#68: Digging ourselves out of the Underworld of our mind
Some thoughts on Gods and Monsters, procrastination, and the future
Here we are, my friends. Welcome to Monday, May 23rd 2022. It’s incredibly hard to put into words what is happening all around us, but we must try. If we don’t — if we keep inside what is bothering us — then this emotional force: what humans have personified through the ages in Gods, or Monsters — well, it will just grow bigger and bigger and bigger. And then, one day, the force will snowball into an avalanche. Poseidon will shake the earth. The sea will storm. Hades and Persephone will greet you in the Underworld.
The good news is that it doesn’t have to be this way. We don’t need to allow our dark emotions to turn into evil Gods or Monsters. We can choose to instead create beautiful chocolate hills (see the above image).
We create chocolate hills by making the invisible visible. By sharing our darkness with the people we care about, and the people who care about us. You see, Gods and Monsters thrive in the darkness and crumble in the light. It is only in the light that we can face our darkness, our “shadow,” as coined by psychiatrist Carl Jung, in order to slowly start to dig ourselves out of the Underworld of our minds.
I want to share with you one of my dark spots. I’m not going to go too deep into my Underworld —at least not yet, not in this post—but instead, I’ll share a blemish with you. Something that I think will resonate given how hyperconnected all of us are.
Today, as I started to write this post, my default behavior was to open Curius, the bookmarking app I use to save articles from the web, and to start to read the articles in my queue. I had all of these great ideas, like I remembered a few articles I saved about decentralization. I also remembered my encounter at a coffee shop yesterday with a really interesting stranger —a cognitive scientist who studies the harms of centralized power in social systems.
Brilliant! I thought this would make for a really great post.
But the problem is that I would have to read a few new articles. And that’s time consuming. That’s time taken away from writing —from productive output.
You may be thinking: wait a sec —I thought reading is a critical component of writing. You can’t have things to write about if you’re not reading new things.
You’re not wrong. Reading is an important input to writing, but the hunt for new readings can also be a trap that comes from a dark Monster. The Monster of “feeling not good enough.” Feeling like I don’t already have what I need to write a good post. Feeling like I need to go scour new territory and learn something new before I can start doing my work.
What I’m actually doing is this: I am procrastinating.
When I took the time to be thoughtful and to ask myself what resources I already have —right now, right here—to write a meaningful post, then I realized that it’s all literally all right here in Substack, in this wonderful archive of my past writing.
So I opened my archive and I noticed that several posts did better than others, as measured by number of likes. The surprising thing is that the posts that did well were not about decentralization or crypto or the future of work or other nerdy topics.
The posts that did the best were about “softer” topics like psychology, mindset, and self-reflection. They’re the posts where I shared personal stories, with the lessons that I learned about how to be more compassionate, gentle, and kind.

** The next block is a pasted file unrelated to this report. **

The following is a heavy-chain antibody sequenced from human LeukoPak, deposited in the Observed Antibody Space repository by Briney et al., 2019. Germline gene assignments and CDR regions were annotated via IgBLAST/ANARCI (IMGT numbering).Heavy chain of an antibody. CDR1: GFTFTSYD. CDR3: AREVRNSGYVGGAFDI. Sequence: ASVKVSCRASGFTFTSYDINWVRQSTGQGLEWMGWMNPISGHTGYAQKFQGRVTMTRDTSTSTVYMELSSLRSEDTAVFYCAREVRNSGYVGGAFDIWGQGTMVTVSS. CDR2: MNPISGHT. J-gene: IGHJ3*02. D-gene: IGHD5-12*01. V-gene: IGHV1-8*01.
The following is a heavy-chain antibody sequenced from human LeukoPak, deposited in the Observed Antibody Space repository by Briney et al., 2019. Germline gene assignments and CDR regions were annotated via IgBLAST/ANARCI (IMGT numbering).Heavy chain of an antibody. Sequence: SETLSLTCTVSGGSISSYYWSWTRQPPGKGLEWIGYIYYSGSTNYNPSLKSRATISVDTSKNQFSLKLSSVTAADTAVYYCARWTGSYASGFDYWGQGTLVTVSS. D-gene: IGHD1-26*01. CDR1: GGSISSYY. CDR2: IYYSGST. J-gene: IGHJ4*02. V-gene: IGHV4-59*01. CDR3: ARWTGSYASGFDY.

These are the posts I am referring to:
Upon self-reflection, I realized that these are the posts that are most authentically me. I’m on a journey to become a compassionate, gentle, and kind super achiever. I want to challenge the status quo that competitive elite status games are the path to success.
There’s no doubt that competitive elite status games were the North Star for high-achieving and ambitious people, like myself and probably many of you who are reading this. But the times are changing. We’re entering a Post-Covid era and we’re bringing with us a lot of baggage. The Monsters of our soul are screaming louder and louder. We need to finally get them under control so they don’t spread destruction in our New Normal.
Once you see the Monster in yourself —the voice that makes you believe that you are not good enough and you need to get external validation —you can’t unsee it. It’s no longer “my” monster, or “your” monster, but instead “our” monster. It’s the collective consciousness monster that comes with being a human being.
I shared today in a Mental Health Check-in that I hosted with Ness Labs, a lovely online community that has helped me weather the pandemic storm, that I feel as if I am moving slower than the people around me. It’s unnerving. I often wonder if I am doing something wrong, if I am missing out, if I am becoming lazy. But then I hear people share that they are struggling with moving too fast. It’s exhausting. They wonder if they’re in the right job. In the right career.
We’re in a time of great change. Tectonic level change. And I wonder what our future will be like. What will a world of people in work transition look like?
I have some guesses.
I suspect that societally we will redefine our definition of lazy and productive. When you start to work less, you realize just how much busy work you were doing before— draining tasks that give you the illusion of productivity. I also suspect that we will become less competitive and more collaborative. When you start to work less, you realize how similar you actually are to other people and you no longer see others as enemies who are fighting over a fixed piece of pie. Your scope of compassion and kindness expands and you want to work together with people, not against people. Ultimately, I suspect that we will experience some mind-bending science-fiction level progress.
I wish you all the courage to face your monsters and to spread love. ❤️ Be well, my friends.